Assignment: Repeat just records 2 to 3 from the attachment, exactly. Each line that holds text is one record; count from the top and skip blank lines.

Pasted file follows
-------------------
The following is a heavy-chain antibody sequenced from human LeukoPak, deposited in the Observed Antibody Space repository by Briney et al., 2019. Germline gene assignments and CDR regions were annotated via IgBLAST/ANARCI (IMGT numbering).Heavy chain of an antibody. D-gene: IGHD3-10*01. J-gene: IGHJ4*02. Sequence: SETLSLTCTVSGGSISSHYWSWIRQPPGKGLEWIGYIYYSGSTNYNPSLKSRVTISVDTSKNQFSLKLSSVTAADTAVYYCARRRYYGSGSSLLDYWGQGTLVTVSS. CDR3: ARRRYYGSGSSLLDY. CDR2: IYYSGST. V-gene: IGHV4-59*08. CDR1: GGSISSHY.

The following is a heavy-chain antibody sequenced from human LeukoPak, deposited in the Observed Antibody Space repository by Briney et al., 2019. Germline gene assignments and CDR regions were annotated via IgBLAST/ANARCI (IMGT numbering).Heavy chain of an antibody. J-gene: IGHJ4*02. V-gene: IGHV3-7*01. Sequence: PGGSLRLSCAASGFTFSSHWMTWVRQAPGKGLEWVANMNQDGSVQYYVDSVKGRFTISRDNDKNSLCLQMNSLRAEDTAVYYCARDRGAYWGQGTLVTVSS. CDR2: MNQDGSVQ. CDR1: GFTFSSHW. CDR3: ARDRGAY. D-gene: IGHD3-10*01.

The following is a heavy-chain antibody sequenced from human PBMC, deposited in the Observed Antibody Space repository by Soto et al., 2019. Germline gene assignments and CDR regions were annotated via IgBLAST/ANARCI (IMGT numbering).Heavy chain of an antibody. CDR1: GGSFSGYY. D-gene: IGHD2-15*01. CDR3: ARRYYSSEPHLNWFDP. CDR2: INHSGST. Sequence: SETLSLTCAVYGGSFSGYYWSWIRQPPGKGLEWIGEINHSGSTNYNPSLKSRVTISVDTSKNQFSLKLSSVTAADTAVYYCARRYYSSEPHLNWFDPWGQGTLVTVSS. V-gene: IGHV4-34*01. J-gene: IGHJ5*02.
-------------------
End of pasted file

The following is a heavy-chain antibody sequenced from human LeukoPak, deposited in the Observed Antibody Space repository by Briney et al., 2019. Germline gene assignments and CDR regions were annotated via IgBLAST/ANARCI (IMGT numbering).Heavy chain of an antibody. J-gene: IGHJ4*02. V-gene: IGHV3-7*01. Sequence: PGGSLRLSCAASGFTFSSHWMTWVRQAPGKGLEWVANMNQDGSVQYYVDSVKGRFTISRDNDKNSLCLQMNSLRAEDTAVYYCARDRGAYWGQGTLVTVSS. CDR2: MNQDGSVQ. CDR1: GFTFSSHW. CDR3: ARDRGAY. D-gene: IGHD3-10*01.

The following is a heavy-chain antibody sequenced from human PBMC, deposited in the Observed Antibody Space repository by Soto et al., 2019. Germline gene assignments and CDR regions were annotated via IgBLAST/ANARCI (IMGT numbering).Heavy chain of an antibody. CDR1: GGSFSGYY. D-gene: IGHD2-15*01. CDR3: ARRYYSSEPHLNWFDP. CDR2: INHSGST. Sequence: SETLSLTCAVYGGSFSGYYWSWIRQPPGKGLEWIGEINHSGSTNYNPSLKSRVTISVDTSKNQFSLKLSSVTAADTAVYYCARRYYSSEPHLNWFDPWGQGTLVTVSS. V-gene: IGHV4-34*01. J-gene: IGHJ5*02.